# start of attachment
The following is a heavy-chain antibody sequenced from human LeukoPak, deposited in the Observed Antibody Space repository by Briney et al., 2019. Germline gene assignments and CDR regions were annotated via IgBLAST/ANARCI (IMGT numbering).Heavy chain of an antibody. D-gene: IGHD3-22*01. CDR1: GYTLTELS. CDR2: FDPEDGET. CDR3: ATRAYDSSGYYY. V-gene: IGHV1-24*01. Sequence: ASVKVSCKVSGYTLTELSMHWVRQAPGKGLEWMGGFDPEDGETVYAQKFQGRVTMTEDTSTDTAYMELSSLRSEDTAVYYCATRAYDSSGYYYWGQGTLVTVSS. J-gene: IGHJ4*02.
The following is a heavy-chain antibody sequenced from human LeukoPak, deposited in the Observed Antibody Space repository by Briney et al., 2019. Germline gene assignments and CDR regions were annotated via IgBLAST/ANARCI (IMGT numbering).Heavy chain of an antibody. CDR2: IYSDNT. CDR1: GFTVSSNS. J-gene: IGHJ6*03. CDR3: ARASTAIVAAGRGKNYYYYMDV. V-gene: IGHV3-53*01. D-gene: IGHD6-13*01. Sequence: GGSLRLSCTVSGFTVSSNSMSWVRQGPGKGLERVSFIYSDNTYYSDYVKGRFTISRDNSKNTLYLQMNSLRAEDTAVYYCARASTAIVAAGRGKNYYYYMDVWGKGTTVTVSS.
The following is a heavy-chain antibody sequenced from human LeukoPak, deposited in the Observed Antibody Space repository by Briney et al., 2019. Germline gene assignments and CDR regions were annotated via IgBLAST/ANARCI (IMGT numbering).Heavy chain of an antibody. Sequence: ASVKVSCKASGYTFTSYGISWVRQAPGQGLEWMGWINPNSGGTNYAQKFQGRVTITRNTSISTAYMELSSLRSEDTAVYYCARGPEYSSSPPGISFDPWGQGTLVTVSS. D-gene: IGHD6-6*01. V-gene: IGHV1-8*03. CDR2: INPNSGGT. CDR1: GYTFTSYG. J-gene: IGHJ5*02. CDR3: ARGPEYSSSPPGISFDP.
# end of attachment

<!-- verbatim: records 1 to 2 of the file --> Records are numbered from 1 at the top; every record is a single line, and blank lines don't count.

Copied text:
The following is a heavy-chain antibody sequenced from human LeukoPak, deposited in the Observed Antibody Space repository by Briney et al., 2019. Germline gene assignments and CDR regions were annotated via IgBLAST/ANARCI (IMGT numbering).Heavy chain of an antibody. D-gene: IGHD3-22*01. CDR1: GYTLTELS. CDR2: FDPEDGET. CDR3: ATRAYDSSGYYY. V-gene: IGHV1-24*01. Sequence: ASVKVSCKVSGYTLTELSMHWVRQAPGKGLEWMGGFDPEDGETVYAQKFQGRVTMTEDTSTDTAYMELSSLRSEDTAVYYCATRAYDSSGYYYWGQGTLVTVSS. J-gene: IGHJ4*02.
The following is a heavy-chain antibody sequenced from human LeukoPak, deposited in the Observed Antibody Space repository by Briney et al., 2019. Germline gene assignments and CDR regions were annotated via IgBLAST/ANARCI (IMGT numbering).Heavy chain of an antibody. CDR2: IYSDNT. CDR1: GFTVSSNS. J-gene: IGHJ6*03. CDR3: ARASTAIVAAGRGKNYYYYMDV. V-gene: IGHV3-53*01. D-gene: IGHD6-13*01. Sequence: GGSLRLSCTVSGFTVSSNSMSWVRQGPGKGLERVSFIYSDNTYYSDYVKGRFTISRDNSKNTLYLQMNSLRAEDTAVYYCARASTAIVAAGRGKNYYYYMDVWGKGTTVTVSS.